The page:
Also attending the South Africa (ILO) C188 Workshop for the South East Asian countries are local labour and bargaining council organisations in the fishing sector, as well as some of the major employers in the sector.
From South East Asia are officials from Thailand’s Department of Labour Protection and Welfare, the Thai Office of Maritime Security Affairs, Indonesia’s Ministry of Maritime Affairs and Ministry of Manpower as well as those from the Philippines’ Bureau of Working Conditions.
Addressing the approximately thirty three delegates during the start of the workshop on Monday, SAMSA acting CEO Sobantu Tilayi said the gathering was being held in response to a request from the ILO for South Africa to assist with hosting inspectors from Thailand, Indonesia and the Philippines who are interested in seeing a port-state fishing/labour inspection regime in action.
The ILO had identified South Africa as a role model for the work it is doing to ensure that fishermen have decent conditions of work on board fishing vessels in compliance with the Work in Fishing Convention, 2007 (No.188).
In fact, South Africa was the first country in the world to formally implement the C.188 two years ago, involving inspection of two fishing vessels – one domestic and the other, a Japanese flagged trawler.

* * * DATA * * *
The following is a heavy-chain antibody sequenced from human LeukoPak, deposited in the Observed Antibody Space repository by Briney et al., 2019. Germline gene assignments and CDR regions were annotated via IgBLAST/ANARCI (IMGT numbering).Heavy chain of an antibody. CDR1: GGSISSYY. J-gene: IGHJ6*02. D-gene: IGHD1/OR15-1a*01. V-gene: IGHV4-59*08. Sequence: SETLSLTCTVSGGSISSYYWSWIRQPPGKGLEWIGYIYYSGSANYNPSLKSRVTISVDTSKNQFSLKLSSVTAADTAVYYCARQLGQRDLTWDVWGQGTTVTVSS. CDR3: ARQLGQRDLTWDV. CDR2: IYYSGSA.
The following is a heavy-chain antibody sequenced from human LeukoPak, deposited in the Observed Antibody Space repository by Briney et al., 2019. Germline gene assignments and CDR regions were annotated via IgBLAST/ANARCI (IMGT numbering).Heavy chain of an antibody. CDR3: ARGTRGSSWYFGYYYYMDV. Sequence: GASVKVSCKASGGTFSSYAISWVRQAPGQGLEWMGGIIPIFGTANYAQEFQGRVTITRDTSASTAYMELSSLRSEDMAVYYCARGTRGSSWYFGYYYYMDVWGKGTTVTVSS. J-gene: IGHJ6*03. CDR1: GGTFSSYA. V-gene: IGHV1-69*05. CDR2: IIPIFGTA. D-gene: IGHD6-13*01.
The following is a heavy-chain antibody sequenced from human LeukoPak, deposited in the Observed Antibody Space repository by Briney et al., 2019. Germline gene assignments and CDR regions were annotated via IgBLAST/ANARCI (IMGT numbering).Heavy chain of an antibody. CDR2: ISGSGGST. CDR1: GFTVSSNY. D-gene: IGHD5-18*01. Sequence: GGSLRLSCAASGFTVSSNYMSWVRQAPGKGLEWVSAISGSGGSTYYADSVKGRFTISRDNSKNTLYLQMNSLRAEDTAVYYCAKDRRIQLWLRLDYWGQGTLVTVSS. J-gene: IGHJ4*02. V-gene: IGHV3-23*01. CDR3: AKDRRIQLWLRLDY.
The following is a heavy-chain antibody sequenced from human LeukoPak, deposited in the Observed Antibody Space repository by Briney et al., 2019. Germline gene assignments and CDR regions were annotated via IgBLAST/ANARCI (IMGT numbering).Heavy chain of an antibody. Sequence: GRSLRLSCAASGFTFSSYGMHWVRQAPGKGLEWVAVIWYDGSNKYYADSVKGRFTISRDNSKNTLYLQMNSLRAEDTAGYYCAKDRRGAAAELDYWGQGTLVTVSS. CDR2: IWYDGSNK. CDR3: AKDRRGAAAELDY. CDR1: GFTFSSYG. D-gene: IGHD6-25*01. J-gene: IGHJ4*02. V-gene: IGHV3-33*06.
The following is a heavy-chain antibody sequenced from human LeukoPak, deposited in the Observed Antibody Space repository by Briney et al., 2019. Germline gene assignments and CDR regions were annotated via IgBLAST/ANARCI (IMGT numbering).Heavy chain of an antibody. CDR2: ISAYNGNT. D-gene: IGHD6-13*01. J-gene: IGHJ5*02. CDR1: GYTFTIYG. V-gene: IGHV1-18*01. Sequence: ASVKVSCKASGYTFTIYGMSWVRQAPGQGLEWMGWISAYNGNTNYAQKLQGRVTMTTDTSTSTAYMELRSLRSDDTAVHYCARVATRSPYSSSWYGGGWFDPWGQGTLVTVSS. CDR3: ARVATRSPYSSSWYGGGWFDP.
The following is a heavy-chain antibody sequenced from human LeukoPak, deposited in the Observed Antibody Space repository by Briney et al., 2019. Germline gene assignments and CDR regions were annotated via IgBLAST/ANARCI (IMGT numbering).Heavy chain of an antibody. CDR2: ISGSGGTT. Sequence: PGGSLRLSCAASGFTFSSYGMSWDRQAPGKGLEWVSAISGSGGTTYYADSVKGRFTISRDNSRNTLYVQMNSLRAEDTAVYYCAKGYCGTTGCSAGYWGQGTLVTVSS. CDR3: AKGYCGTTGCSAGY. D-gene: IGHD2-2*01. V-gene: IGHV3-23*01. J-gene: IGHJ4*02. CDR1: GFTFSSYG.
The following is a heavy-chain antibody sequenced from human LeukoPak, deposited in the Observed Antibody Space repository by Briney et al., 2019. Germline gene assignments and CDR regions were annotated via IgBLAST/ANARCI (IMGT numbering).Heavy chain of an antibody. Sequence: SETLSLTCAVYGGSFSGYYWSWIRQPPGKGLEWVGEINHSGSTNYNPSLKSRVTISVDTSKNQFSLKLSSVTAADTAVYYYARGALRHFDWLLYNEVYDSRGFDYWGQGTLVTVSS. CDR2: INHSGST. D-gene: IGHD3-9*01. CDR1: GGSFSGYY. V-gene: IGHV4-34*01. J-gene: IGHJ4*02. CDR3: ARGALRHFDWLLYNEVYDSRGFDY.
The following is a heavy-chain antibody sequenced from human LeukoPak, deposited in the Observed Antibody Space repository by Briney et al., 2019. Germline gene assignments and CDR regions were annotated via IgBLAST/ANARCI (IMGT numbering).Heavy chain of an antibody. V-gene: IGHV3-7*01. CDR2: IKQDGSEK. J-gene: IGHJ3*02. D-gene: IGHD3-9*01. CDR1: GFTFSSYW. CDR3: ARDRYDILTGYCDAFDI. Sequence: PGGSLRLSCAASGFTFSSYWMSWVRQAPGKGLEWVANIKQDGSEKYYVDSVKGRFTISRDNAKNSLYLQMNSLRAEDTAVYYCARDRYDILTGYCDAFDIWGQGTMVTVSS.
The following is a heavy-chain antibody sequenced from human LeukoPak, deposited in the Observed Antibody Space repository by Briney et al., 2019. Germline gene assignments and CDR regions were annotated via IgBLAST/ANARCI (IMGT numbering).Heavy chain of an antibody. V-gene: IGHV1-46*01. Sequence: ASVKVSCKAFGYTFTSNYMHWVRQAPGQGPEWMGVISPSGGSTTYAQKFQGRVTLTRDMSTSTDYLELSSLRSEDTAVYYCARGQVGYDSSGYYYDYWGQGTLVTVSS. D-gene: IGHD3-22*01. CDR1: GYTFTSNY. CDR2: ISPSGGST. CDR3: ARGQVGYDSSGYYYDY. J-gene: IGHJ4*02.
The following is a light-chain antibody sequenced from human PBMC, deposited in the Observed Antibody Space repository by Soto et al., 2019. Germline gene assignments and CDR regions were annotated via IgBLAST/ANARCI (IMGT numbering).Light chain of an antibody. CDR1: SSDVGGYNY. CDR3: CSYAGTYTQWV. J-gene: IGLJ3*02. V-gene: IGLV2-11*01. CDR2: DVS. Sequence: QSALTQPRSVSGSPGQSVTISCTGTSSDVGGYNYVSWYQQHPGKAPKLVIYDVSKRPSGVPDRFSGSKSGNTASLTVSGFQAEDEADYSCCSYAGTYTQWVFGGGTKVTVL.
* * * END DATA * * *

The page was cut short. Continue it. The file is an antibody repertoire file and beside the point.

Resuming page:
South Africa had since detained one other vessel for violations of the C188.
“It is a great honour to be recognised for the work South Africa and SAMSA are doing to promote the working conditions of fishermen on fishing vessels,” said Mr Tilayi.
He said: “The South African Constitution holds that everyone has the right to fair labour practices and SAMSA, as the custodian of South Africa’s maritime interests, is committed to improving the working conditions of fishermen in South African territory.”
For Mr Tilayi’s full remarks during the opening , Click on the videos below.
Responding to Mr Tilayi’s welcome note, International Labour Organisation (ILO) representative from Thailand, Ms Anymanee Tabitimsri said the South East Asian countries represented were grateful for the opportunity South Africa offered to share knowledge and experiences with implementation of the C188 as all three sought to strengthen the safety and security of the fishing sector labour in their respective countries.
She said Thailand was a pioneer in its own right in Asia in terms of its early endorsement of the ILO’s C188 and was keen to also share insights and experiences.
For her full remarks (4 minutes) Click on the video below:
The SAMSA led week-long workshop which will include visits to the ports of Cape Town, Saldanha and St Helena, has on the agenda:
South Africa’s implementation of the Work in Fishing Convention, 2007 (No.188) since its ratification in 2013.
South Africa’s Maritime Legislative framework and the institutional arrangements in the implementation of the ratified Work in Fishing Convention.
The amendments to the South Africa Merchant Shipping Act to cater for the Work in Fishing Convention.
The practical implementation of the Work in Fishing Convention with visits to different types of vessels.
Showcasing the implementation of the safety construction of fishing vessels (new builds).
The South African Maritime Safety Authority (SAMSA) says an investigation is underway to establish the cause of the oil spillage incident during a bunkering service off the port of Ngqhura near Port Elizabeth on Saturday morning,